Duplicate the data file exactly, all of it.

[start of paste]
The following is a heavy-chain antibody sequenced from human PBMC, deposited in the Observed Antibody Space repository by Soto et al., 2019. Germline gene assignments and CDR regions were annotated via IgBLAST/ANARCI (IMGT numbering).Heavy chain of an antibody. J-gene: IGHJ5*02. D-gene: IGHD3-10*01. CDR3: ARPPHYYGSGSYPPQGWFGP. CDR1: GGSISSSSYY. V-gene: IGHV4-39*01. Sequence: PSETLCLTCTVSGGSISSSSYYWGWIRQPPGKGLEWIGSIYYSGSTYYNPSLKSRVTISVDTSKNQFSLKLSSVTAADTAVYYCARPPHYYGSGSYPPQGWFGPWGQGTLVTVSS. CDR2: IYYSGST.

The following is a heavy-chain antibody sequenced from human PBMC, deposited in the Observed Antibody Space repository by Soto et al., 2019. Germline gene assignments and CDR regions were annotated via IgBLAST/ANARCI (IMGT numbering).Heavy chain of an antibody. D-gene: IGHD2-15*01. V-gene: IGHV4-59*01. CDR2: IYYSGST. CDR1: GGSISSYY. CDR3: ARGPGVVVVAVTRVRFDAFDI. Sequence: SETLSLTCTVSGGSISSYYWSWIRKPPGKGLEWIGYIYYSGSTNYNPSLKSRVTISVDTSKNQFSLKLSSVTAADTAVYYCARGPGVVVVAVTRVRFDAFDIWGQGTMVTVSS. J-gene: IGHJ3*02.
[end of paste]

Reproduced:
The following is a heavy-chain antibody sequenced from human PBMC, deposited in the Observed Antibody Space repository by Soto et al., 2019. Germline gene assignments and CDR regions were annotated via IgBLAST/ANARCI (IMGT numbering).Heavy chain of an antibody. J-gene: IGHJ5*02. D-gene: IGHD3-10*01. CDR3: ARPPHYYGSGSYPPQGWFGP. CDR1: GGSISSSSYY. V-gene: IGHV4-39*01. Sequence: PSETLCLTCTVSGGSISSSSYYWGWIRQPPGKGLEWIGSIYYSGSTYYNPSLKSRVTISVDTSKNQFSLKLSSVTAADTAVYYCARPPHYYGSGSYPPQGWFGPWGQGTLVTVSS. CDR2: IYYSGST.

The following is a heavy-chain antibody sequenced from human PBMC, deposited in the Observed Antibody Space repository by Soto et al., 2019. Germline gene assignments and CDR regions were annotated via IgBLAST/ANARCI (IMGT numbering).Heavy chain of an antibody. D-gene: IGHD2-15*01. V-gene: IGHV4-59*01. CDR2: IYYSGST. CDR1: GGSISSYY. CDR3: ARGPGVVVVAVTRVRFDAFDI. Sequence: SETLSLTCTVSGGSISSYYWSWIRKPPGKGLEWIGYIYYSGSTNYNPSLKSRVTISVDTSKNQFSLKLSSVTAADTAVYYCARGPGVVVVAVTRVRFDAFDIWGQGTMVTVSS. J-gene: IGHJ3*02.